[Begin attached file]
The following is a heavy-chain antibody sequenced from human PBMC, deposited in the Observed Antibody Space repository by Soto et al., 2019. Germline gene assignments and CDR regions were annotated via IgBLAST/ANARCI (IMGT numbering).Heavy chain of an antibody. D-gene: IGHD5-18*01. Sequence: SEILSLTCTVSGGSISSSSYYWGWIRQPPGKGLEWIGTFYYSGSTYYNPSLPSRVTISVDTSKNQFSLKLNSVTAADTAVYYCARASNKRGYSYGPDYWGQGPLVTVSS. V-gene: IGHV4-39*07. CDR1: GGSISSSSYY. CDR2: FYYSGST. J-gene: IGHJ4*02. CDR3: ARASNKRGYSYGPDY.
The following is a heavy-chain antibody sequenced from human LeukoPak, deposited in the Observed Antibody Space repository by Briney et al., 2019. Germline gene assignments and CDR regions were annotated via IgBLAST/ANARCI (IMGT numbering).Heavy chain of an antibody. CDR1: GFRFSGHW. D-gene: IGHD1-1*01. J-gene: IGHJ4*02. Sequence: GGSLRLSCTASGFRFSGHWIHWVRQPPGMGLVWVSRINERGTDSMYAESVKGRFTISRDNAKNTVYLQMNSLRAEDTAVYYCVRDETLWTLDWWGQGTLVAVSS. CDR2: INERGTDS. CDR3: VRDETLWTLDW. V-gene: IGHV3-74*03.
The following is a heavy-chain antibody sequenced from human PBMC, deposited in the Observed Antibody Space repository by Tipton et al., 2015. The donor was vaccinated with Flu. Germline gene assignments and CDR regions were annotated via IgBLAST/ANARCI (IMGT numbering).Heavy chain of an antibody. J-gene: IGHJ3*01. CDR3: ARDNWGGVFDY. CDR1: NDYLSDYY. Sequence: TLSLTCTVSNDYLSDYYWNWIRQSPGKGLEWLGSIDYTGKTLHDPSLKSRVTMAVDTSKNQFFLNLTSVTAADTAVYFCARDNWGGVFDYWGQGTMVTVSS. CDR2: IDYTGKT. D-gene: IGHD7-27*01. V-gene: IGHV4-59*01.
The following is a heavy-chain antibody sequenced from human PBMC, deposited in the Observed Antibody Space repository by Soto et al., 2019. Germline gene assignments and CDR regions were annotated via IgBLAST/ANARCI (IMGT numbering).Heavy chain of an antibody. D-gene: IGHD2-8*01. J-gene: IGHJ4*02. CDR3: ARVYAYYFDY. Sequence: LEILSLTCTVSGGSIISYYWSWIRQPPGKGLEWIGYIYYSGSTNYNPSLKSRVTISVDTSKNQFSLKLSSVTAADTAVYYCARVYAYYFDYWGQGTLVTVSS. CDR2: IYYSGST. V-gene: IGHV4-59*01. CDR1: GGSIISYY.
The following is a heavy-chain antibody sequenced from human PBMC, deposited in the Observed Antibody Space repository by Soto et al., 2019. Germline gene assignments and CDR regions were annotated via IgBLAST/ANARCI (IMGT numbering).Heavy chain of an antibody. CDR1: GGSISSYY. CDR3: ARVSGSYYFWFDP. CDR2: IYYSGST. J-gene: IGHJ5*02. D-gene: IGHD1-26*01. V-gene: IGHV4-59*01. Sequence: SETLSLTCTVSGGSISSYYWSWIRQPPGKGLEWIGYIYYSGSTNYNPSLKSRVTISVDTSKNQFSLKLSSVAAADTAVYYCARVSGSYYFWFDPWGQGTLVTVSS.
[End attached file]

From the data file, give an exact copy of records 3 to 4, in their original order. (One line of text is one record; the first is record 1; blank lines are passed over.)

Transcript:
The following is a heavy-chain antibody sequenced from human PBMC, deposited in the Observed Antibody Space repository by Tipton et al., 2015. The donor was vaccinated with Flu. Germline gene assignments and CDR regions were annotated via IgBLAST/ANARCI (IMGT numbering).Heavy chain of an antibody. J-gene: IGHJ3*01. CDR3: ARDNWGGVFDY. CDR1: NDYLSDYY. Sequence: TLSLTCTVSNDYLSDYYWNWIRQSPGKGLEWLGSIDYTGKTLHDPSLKSRVTMAVDTSKNQFFLNLTSVTAADTAVYFCARDNWGGVFDYWGQGTMVTVSS. CDR2: IDYTGKT. D-gene: IGHD7-27*01. V-gene: IGHV4-59*01.
The following is a heavy-chain antibody sequenced from human PBMC, deposited in the Observed Antibody Space repository by Soto et al., 2019. Germline gene assignments and CDR regions were annotated via IgBLAST/ANARCI (IMGT numbering).Heavy chain of an antibody. D-gene: IGHD2-8*01. J-gene: IGHJ4*02. CDR3: ARVYAYYFDY. Sequence: LEILSLTCTVSGGSIISYYWSWIRQPPGKGLEWIGYIYYSGSTNYNPSLKSRVTISVDTSKNQFSLKLSSVTAADTAVYYCARVYAYYFDYWGQGTLVTVSS. CDR2: IYYSGST. V-gene: IGHV4-59*01. CDR1: GGSIISYY.